Montgomery Blair High School's Online Student Newspaper
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June 17, 2008

Credits make all the difference

by Emily Hsiao, Online Managing Editor
One of the 17.5 mandatory course credits required for graduation, the technology education credit, used to be easy to earn, with a choice of 17 different technology education classes at Blair. Thanks to a new Montgomery County Public Schools (MCPS) technology education program, students are now faced with limited course choices, and classes that currently offer the credit and valuable technological skills are now fated to disinterest and decreased student enrollment.

After adopting national standards for a technology education credit in 2000, the Maryland State Department of Education created a new curriculum, which the State Board of Education approved in 2005 for all school systems to use. The curriculum will introduce two new technology education courses next school year. In addition, MCPS will no longer give technology credits to students graduating in 2012 and later for any of the courses available to all students that currently give technology credits. The county will implement these changes in the technology curriculum next school year to meet Maryland's new requirements for the credit.

This new technology curriculum is leaning toward new standards for technology: going away from skill-based training and building projects to theoretical and physics-based training, according to career and technology education resource teacher Robert Hopkins. He said he believes that MCPS is implementing this new curriculum in part to help provide support for High School Assessment (HSA) topics such as math and science so that students have a better understanding. In choosing to prioritize the HSAs, MCPS ignores the other departments that used to fulfill technology credits, like computer science. The purpose of these technology education classes is not to help support students with their HSAs, but to educate students in technology. The current technology education classes offer a variety of valuable skills that should not be replaced.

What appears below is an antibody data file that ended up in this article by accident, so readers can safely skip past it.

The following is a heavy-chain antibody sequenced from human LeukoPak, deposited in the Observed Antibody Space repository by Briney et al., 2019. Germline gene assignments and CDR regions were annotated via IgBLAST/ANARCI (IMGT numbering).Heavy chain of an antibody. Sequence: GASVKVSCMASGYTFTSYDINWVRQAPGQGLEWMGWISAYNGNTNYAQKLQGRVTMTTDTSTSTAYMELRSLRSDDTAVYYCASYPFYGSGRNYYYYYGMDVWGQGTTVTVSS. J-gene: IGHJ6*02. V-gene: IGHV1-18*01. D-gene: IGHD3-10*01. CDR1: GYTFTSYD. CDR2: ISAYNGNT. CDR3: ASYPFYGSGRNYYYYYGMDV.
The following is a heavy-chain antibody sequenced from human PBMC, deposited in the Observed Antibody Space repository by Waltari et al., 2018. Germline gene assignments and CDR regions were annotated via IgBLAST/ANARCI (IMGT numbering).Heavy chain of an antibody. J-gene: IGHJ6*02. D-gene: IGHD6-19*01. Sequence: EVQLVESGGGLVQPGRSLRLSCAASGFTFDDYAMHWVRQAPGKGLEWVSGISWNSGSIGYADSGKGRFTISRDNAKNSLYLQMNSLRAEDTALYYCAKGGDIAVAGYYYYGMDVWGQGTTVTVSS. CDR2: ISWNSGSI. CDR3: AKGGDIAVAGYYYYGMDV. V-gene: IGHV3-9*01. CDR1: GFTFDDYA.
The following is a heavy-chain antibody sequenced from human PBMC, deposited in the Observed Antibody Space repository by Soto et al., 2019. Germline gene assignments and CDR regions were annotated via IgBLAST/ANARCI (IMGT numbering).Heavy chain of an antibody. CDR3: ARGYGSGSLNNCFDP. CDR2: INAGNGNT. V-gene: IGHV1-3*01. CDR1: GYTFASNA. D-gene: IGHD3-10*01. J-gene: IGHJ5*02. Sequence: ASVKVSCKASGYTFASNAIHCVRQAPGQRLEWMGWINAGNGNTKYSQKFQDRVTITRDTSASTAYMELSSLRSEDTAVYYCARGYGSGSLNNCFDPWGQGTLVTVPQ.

Even though current computer science classes will lose their technology credits next year, MCPS plans to continue to involve computer science in their new technology education curriculum, according to MCPS Director of Career and technology Education Shelley A. Johnson. One of the two classes being introduced this fall, the Introduction of Engineering course will be offered in a computer lab, with the focus being on design using a computer-assisted design software package. A technology education and computer science hybrid course will be offered in the fall of 2010. Computer science teachers will be able to teach both of these courses, according to Johnson. But doing all these new things to incorporate computer science in the technology education curriculum will soften the impact of the loss of credits for current computer science classes. What MCPS has failed to consider is the futures of the classes that now have been moved to the electives category.

Because students are required to take and pass certain courses in order to earn course credits and graduate, they will often prioritize classes that offer required credits over elective classes that may genuinely interest them. Without their technology credit, these former technology courses will lose their appeal to students who may have chosen to take these courses not only for the credit but also for their interest in the subject. By limiting classes that fulfill the technology credit requirements, MCPS is limiting student choice and forcing students to take courses that cater less to their interests.

Without student interest, class enrollment will drop and the classes may be cancelled. As Johnson acknowledged, "enrollment in courses that currently carry the technology education credit most likely will decline as the courses that meet the [new] credit requirements are phased in."

Business and computer science resource teacher Linda Rogner knows that teachers' jobs are based on how many students sign up for their classes. "We're anxious every year: will we have enough students to have a job?" Rogner said. Now with the new MCPS policy, Rogner and the rest of the teachers who have been teaching technology credit courses have a real reason to worry.

The technology curriculum should not be made to focus on one particular aspect. The new MCPS technology credit policy causes an unequal emphasis on certain topics over others, while also limiting the number of valid classes students can choose from to fulfill their technology education credit. What MCPS should do in order to consider both the current technology courses as well as these new courses that take technology in a new direction is to update the curriculum to include these new classes without taking away the credits from the old courses.




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